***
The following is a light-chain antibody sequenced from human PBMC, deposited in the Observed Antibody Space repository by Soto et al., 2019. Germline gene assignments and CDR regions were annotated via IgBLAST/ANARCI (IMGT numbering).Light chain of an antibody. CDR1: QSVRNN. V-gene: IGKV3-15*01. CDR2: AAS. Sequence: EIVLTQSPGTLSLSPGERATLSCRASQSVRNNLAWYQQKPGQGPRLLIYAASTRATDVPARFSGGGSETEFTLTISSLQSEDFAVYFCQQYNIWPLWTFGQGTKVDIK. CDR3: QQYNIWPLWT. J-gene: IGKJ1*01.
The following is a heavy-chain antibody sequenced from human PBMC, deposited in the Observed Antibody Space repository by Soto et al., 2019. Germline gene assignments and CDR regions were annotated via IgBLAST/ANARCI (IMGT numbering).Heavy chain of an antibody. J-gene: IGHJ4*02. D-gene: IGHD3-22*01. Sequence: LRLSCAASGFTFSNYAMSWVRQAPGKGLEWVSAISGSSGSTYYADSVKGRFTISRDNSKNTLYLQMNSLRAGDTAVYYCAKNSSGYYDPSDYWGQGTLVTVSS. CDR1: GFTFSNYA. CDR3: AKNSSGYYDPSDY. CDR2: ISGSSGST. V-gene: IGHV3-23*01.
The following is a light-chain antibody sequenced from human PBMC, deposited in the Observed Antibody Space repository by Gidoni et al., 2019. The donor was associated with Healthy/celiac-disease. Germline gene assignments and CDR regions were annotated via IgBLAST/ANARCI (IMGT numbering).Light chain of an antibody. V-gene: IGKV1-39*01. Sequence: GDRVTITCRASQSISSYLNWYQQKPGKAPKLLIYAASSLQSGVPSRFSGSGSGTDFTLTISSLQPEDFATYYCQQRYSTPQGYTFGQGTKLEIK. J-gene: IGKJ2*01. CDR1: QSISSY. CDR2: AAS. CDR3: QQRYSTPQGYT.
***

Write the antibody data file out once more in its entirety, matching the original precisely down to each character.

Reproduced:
The following is a light-chain antibody sequenced from human PBMC, deposited in the Observed Antibody Space repository by Soto et al., 2019. Germline gene assignments and CDR regions were annotated via IgBLAST/ANARCI (IMGT numbering).Light chain of an antibody. CDR1: QSVRNN. V-gene: IGKV3-15*01. CDR2: AAS. Sequence: EIVLTQSPGTLSLSPGERATLSCRASQSVRNNLAWYQQKPGQGPRLLIYAASTRATDVPARFSGGGSETEFTLTISSLQSEDFAVYFCQQYNIWPLWTFGQGTKVDIK. CDR3: QQYNIWPLWT. J-gene: IGKJ1*01.
The following is a heavy-chain antibody sequenced from human PBMC, deposited in the Observed Antibody Space repository by Soto et al., 2019. Germline gene assignments and CDR regions were annotated via IgBLAST/ANARCI (IMGT numbering).Heavy chain of an antibody. J-gene: IGHJ4*02. D-gene: IGHD3-22*01. Sequence: LRLSCAASGFTFSNYAMSWVRQAPGKGLEWVSAISGSSGSTYYADSVKGRFTISRDNSKNTLYLQMNSLRAGDTAVYYCAKNSSGYYDPSDYWGQGTLVTVSS. CDR1: GFTFSNYA. CDR3: AKNSSGYYDPSDY. CDR2: ISGSSGST. V-gene: IGHV3-23*01.
The following is a light-chain antibody sequenced from human PBMC, deposited in the Observed Antibody Space repository by Gidoni et al., 2019. The donor was associated with Healthy/celiac-disease. Germline gene assignments and CDR regions were annotated via IgBLAST/ANARCI (IMGT numbering).Light chain of an antibody. V-gene: IGKV1-39*01. Sequence: GDRVTITCRASQSISSYLNWYQQKPGKAPKLLIYAASSLQSGVPSRFSGSGSGTDFTLTISSLQPEDFATYYCQQRYSTPQGYTFGQGTKLEIK. J-gene: IGKJ2*01. CDR1: QSISSY. CDR2: AAS. CDR3: QQRYSTPQGYT.